Obama's First Great Mistake

Just two weeks after the Guantanamo Bay issue blew up on President Obama and his own party refused to fund its closing, things have only grown more bleak for his plans to shutter the prison by Jan. 22, 2010. As I have written here, it was his first great mistake — an ambitious deadline to solve an enormous problem set in the exuberance of the first week in his historic presidency without consulting the U.S. Congress.

Before voting on funding, Democrats in Congress pleaded with the administration for some plan or specifics — some political cover — but they got nothing. After Democrats decided to side with the GOP, and Congress rejected the idea of spending $80 million to close Gitmo without a plan, our allies overseas have lost interest as well. Why, they are asking, would the United States expect allied nations to take on terror suspects if those detainees aren't even welcome in our own high-security prisons? Sure, Great Britain has one and France has one, but there are another 240 who need a place to go if Guantanamo is going to shut down.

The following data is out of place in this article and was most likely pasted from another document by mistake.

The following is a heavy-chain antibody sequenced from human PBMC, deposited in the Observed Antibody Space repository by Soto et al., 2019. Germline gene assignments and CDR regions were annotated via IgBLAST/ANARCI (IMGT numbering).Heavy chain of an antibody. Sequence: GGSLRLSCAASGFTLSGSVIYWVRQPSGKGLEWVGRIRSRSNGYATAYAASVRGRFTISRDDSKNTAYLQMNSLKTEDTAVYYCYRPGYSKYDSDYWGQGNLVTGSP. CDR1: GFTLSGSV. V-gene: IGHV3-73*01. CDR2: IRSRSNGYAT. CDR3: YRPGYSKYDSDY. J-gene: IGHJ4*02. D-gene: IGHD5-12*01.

USA Today published the results of a poll today that shows by more than a two-to-one margin Americans oppose closing Guantanamo Bay. By more than three-to-one they oppose moving detainees to prisons in their own states.

Dick Cheney and Senate Minority Leader Mitch McConnell (R-Ky.) can be pretty proud of themselves for taking control of this debate, because they have beat the drum of fear for months on this issue. It will be stunning if they can ultimately take credit for Obama having to break that deadline.


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